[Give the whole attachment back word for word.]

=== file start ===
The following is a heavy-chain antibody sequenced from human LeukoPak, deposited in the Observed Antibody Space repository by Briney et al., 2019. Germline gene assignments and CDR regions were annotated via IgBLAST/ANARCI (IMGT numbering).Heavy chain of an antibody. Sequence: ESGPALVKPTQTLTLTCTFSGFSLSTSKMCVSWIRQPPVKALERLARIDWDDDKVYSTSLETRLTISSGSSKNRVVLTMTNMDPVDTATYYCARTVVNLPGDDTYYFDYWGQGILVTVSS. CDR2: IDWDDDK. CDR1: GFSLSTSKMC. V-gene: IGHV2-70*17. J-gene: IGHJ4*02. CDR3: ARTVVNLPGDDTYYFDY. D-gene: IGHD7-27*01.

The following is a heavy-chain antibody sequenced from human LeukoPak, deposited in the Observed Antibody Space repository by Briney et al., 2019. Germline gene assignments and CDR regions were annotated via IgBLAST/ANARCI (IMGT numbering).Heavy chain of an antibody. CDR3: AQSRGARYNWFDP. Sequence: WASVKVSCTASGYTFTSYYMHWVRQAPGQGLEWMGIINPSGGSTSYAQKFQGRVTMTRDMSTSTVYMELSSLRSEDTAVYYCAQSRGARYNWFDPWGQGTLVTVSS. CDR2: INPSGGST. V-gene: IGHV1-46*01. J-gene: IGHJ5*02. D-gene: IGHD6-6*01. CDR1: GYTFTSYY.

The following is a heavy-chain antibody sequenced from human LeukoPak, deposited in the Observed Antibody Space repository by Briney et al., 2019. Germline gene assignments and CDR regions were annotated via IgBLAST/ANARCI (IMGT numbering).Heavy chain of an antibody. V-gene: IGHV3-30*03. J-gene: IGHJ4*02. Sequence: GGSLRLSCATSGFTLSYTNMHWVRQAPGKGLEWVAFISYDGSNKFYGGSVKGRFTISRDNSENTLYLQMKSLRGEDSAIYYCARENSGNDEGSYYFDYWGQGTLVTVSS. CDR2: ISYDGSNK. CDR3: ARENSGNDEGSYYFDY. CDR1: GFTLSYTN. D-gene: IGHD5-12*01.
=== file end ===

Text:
The following is a heavy-chain antibody sequenced from human LeukoPak, deposited in the Observed Antibody Space repository by Briney et al., 2019. Germline gene assignments and CDR regions were annotated via IgBLAST/ANARCI (IMGT numbering).Heavy chain of an antibody. Sequence: ESGPALVKPTQTLTLTCTFSGFSLSTSKMCVSWIRQPPVKALERLARIDWDDDKVYSTSLETRLTISSGSSKNRVVLTMTNMDPVDTATYYCARTVVNLPGDDTYYFDYWGQGILVTVSS. CDR2: IDWDDDK. CDR1: GFSLSTSKMC. V-gene: IGHV2-70*17. J-gene: IGHJ4*02. CDR3: ARTVVNLPGDDTYYFDY. D-gene: IGHD7-27*01.

The following is a heavy-chain antibody sequenced from human LeukoPak, deposited in the Observed Antibody Space repository by Briney et al., 2019. Germline gene assignments and CDR regions were annotated via IgBLAST/ANARCI (IMGT numbering).Heavy chain of an antibody. CDR3: AQSRGARYNWFDP. Sequence: WASVKVSCTASGYTFTSYYMHWVRQAPGQGLEWMGIINPSGGSTSYAQKFQGRVTMTRDMSTSTVYMELSSLRSEDTAVYYCAQSRGARYNWFDPWGQGTLVTVSS. CDR2: INPSGGST. V-gene: IGHV1-46*01. J-gene: IGHJ5*02. D-gene: IGHD6-6*01. CDR1: GYTFTSYY.

The following is a heavy-chain antibody sequenced from human LeukoPak, deposited in the Observed Antibody Space repository by Briney et al., 2019. Germline gene assignments and CDR regions were annotated via IgBLAST/ANARCI (IMGT numbering).Heavy chain of an antibody. V-gene: IGHV3-30*03. J-gene: IGHJ4*02. Sequence: GGSLRLSCATSGFTLSYTNMHWVRQAPGKGLEWVAFISYDGSNKFYGGSVKGRFTISRDNSENTLYLQMKSLRGEDSAIYYCARENSGNDEGSYYFDYWGQGTLVTVSS. CDR2: ISYDGSNK. CDR3: ARENSGNDEGSYYFDY. CDR1: GFTLSYTN. D-gene: IGHD5-12*01.